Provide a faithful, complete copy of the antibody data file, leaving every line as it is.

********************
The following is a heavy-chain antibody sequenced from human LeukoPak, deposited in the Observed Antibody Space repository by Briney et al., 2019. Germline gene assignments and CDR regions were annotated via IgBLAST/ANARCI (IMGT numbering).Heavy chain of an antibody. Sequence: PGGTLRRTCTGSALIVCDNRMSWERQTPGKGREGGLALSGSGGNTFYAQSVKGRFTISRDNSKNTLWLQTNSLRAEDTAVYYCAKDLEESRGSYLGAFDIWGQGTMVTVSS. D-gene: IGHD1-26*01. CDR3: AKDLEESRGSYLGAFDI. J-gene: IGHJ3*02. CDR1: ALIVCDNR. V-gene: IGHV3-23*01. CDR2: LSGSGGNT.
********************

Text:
The following is a heavy-chain antibody sequenced from human LeukoPak, deposited in the Observed Antibody Space repository by Briney et al., 2019. Germline gene assignments and CDR regions were annotated via IgBLAST/ANARCI (IMGT numbering).Heavy chain of an antibody. Sequence: PGGTLRRTCTGSALIVCDNRMSWERQTPGKGREGGLALSGSGGNTFYAQSVKGRFTISRDNSKNTLWLQTNSLRAEDTAVYYCAKDLEESRGSYLGAFDIWGQGTMVTVSS. D-gene: IGHD1-26*01. CDR3: AKDLEESRGSYLGAFDI. J-gene: IGHJ3*02. CDR1: ALIVCDNR. V-gene: IGHV3-23*01. CDR2: LSGSGGNT.